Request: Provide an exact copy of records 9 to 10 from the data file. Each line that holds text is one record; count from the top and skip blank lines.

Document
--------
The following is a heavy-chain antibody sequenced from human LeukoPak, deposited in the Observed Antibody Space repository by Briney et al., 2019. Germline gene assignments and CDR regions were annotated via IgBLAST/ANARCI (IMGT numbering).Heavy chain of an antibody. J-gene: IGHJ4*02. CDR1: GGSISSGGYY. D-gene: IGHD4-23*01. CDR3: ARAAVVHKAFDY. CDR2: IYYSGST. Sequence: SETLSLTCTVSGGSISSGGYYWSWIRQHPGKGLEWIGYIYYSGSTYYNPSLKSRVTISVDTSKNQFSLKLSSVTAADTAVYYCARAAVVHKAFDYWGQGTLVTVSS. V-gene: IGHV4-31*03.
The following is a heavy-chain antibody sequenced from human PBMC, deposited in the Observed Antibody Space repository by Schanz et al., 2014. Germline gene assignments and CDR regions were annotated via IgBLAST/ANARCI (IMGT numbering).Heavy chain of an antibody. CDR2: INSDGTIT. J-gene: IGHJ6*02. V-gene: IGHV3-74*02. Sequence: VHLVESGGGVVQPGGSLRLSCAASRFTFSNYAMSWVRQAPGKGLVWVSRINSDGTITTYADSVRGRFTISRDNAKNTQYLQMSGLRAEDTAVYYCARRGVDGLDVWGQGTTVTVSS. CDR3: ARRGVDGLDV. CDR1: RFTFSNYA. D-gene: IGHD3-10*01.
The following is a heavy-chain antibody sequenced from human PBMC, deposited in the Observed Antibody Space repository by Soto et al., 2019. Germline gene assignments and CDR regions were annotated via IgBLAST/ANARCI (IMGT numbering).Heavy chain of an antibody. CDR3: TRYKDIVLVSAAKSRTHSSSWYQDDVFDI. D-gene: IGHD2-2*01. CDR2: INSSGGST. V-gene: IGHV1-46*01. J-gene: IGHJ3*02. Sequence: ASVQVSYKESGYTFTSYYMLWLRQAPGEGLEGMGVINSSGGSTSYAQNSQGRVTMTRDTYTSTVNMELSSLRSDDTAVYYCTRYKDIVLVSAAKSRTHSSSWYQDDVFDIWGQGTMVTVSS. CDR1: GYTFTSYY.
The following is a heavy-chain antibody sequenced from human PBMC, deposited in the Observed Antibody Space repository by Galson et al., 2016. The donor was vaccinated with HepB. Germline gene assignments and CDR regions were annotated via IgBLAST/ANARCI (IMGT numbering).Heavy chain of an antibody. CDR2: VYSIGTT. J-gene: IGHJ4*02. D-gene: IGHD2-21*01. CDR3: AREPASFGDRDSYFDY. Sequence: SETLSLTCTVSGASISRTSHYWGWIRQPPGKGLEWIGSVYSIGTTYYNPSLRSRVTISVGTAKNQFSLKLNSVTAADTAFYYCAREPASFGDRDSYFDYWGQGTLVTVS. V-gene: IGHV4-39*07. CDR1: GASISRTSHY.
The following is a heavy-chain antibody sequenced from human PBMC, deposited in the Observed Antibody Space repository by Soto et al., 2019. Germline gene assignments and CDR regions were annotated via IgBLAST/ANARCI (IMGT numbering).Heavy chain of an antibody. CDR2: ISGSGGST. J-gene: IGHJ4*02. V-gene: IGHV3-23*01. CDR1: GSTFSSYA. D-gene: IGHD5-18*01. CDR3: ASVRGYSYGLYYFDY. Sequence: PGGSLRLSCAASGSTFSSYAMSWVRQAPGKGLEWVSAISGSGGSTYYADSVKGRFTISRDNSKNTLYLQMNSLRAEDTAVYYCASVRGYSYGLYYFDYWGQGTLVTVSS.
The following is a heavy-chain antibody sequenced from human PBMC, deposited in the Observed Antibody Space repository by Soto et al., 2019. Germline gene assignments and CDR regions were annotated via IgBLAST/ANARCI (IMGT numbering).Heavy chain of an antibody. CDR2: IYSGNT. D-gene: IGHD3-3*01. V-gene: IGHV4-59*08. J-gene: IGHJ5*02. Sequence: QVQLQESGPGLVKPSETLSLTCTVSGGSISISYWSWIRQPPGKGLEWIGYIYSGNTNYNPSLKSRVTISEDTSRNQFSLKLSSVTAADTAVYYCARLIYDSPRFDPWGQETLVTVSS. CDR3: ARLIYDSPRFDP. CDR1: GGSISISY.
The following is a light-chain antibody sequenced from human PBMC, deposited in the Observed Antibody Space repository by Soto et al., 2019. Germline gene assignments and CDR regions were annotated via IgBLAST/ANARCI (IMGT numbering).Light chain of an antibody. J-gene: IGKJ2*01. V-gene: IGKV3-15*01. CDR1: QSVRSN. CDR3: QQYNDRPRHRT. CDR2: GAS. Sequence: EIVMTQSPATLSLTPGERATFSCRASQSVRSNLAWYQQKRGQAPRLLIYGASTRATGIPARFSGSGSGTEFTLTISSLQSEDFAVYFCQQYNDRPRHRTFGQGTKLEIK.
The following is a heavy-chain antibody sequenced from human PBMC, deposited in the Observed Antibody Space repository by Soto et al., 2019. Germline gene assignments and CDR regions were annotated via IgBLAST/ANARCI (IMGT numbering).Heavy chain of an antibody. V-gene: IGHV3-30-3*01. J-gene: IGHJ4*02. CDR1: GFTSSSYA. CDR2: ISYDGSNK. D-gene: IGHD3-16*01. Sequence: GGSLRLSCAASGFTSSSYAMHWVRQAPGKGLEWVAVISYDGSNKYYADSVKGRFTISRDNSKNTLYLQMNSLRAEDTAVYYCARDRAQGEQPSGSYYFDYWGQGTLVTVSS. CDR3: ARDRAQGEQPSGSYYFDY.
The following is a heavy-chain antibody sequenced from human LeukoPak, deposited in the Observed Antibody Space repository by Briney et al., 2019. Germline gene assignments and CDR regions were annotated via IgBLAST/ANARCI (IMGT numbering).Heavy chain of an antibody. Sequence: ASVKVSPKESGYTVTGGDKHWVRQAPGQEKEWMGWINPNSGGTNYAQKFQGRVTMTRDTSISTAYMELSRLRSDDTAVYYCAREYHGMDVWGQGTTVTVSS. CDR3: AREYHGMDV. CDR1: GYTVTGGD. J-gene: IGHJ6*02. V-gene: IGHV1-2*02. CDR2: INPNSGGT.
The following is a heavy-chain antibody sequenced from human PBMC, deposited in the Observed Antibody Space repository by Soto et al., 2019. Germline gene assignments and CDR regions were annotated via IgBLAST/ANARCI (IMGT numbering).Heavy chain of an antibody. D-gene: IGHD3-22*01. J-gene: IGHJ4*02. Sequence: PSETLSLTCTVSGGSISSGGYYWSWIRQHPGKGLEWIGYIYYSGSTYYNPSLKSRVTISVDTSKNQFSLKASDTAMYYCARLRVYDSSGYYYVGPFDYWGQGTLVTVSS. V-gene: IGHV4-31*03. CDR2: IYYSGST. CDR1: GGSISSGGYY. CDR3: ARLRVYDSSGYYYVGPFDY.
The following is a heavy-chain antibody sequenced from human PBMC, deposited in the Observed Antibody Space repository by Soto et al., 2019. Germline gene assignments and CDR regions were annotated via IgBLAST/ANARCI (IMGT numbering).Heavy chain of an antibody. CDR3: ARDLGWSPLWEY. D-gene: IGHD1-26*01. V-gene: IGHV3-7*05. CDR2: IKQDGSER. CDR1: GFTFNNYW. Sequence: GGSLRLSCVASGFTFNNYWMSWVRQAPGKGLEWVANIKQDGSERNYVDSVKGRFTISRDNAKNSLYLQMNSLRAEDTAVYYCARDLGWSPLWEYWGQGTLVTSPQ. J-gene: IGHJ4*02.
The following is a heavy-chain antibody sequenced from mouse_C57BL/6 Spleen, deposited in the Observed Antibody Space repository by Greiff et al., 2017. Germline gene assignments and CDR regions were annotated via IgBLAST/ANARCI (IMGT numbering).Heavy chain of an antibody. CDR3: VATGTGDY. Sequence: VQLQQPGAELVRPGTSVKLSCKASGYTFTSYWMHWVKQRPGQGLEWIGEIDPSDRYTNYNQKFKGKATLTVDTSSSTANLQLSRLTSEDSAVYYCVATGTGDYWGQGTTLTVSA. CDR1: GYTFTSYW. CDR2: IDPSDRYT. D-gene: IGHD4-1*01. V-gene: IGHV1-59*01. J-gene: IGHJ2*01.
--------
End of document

The following is a heavy-chain antibody sequenced from human LeukoPak, deposited in the Observed Antibody Space repository by Briney et al., 2019. Germline gene assignments and CDR regions were annotated via IgBLAST/ANARCI (IMGT numbering).Heavy chain of an antibody. Sequence: ASVKVSPKESGYTVTGGDKHWVRQAPGQEKEWMGWINPNSGGTNYAQKFQGRVTMTRDTSISTAYMELSRLRSDDTAVYYCAREYHGMDVWGQGTTVTVSS. CDR3: AREYHGMDV. CDR1: GYTVTGGD. J-gene: IGHJ6*02. V-gene: IGHV1-2*02. CDR2: INPNSGGT.
The following is a heavy-chain antibody sequenced from human PBMC, deposited in the Observed Antibody Space repository by Soto et al., 2019. Germline gene assignments and CDR regions were annotated via IgBLAST/ANARCI (IMGT numbering).Heavy chain of an antibody. D-gene: IGHD3-22*01. J-gene: IGHJ4*02. Sequence: PSETLSLTCTVSGGSISSGGYYWSWIRQHPGKGLEWIGYIYYSGSTYYNPSLKSRVTISVDTSKNQFSLKASDTAMYYCARLRVYDSSGYYYVGPFDYWGQGTLVTVSS. V-gene: IGHV4-31*03. CDR2: IYYSGST. CDR1: GGSISSGGYY. CDR3: ARLRVYDSSGYYYVGPFDY.